In a complex world, our current risk management systems may not be up to the job of navigating disruption. Adél Drew looks at how adopting ‘operational resilience’ can help
Revolutionary ideas start on the outskirts of society and seep into the centre over time. Those ideas that reach the centre of society’s consciousness result in a collective mindset change – what was once radical becomes the norm.
The concept of resilience emerged in ecology in the 1970s, defined by the ecologist CS Holling as “a measure of the persistence of systems and their ability to absorb change and disturbance and still maintain the same relationships between populations or state variables”. This definition describes how a resilient system can start in a stable state, undergo transformational change, and then move to a dif-ferent stable state. It introduces the idea that resilience is not necessarily about bouncing back – some-times it is about bouncing forward.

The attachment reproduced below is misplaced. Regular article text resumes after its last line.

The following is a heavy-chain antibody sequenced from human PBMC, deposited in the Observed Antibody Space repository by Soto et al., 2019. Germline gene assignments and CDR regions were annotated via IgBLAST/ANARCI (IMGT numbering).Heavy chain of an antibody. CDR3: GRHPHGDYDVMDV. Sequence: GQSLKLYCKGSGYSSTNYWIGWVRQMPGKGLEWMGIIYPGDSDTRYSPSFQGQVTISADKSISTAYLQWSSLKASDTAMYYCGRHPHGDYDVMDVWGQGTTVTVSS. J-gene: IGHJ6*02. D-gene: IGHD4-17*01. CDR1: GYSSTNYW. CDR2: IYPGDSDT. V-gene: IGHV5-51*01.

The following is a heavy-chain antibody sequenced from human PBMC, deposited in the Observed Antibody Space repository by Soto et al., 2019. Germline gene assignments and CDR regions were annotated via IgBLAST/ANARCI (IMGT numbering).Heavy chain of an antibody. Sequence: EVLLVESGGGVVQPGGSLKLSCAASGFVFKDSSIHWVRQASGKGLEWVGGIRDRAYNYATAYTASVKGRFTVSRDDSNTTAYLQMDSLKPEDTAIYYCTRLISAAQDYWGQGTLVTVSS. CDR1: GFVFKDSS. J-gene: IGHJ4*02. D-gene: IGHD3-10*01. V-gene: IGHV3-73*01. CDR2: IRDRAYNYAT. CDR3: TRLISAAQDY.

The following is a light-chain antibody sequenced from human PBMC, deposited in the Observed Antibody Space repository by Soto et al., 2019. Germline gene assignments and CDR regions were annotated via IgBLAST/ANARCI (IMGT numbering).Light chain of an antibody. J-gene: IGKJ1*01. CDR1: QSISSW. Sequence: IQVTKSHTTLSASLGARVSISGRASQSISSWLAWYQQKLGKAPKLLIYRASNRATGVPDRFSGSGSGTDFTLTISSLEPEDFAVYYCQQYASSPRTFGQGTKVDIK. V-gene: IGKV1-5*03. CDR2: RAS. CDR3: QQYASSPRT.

In 2022, the concept of resilience has made its way into the zeitgeist of our personal and corporate lives, helped by COVID-19. However, much of the way we view disruption within organisations is still about bouncing back – aiming to return to ‘normal’ as soon as possible. We have not yet wholly em-braced a resilience mindset, or accepted that disruption and change are inevitable.
From a regulatory perspective, the concept of operational resilience is revolutionising the way we view business interruption. In the UK, those regulated by the Prudential Regulation Authority and/or the Financial Conduct Authority are in a transition period of embedding operational resilience and third-party management regulations by 2025, after a journey that started in 2018. The Central Bank of Ire-land expects firms under its supervision to evidence operational resilience actions and plans by the end of 2023. Operational resilience principles for banks were published by the Basel Committee on Banking Supervision more than a year ago and are being adopted by countries worldwide. In the US, a joint agency paper on sound practices for operational resilience has been published for domestic banks, and builds on the existing business continuity handbook. If operational resilience is not yet an agenda item at your organisation, it is coming.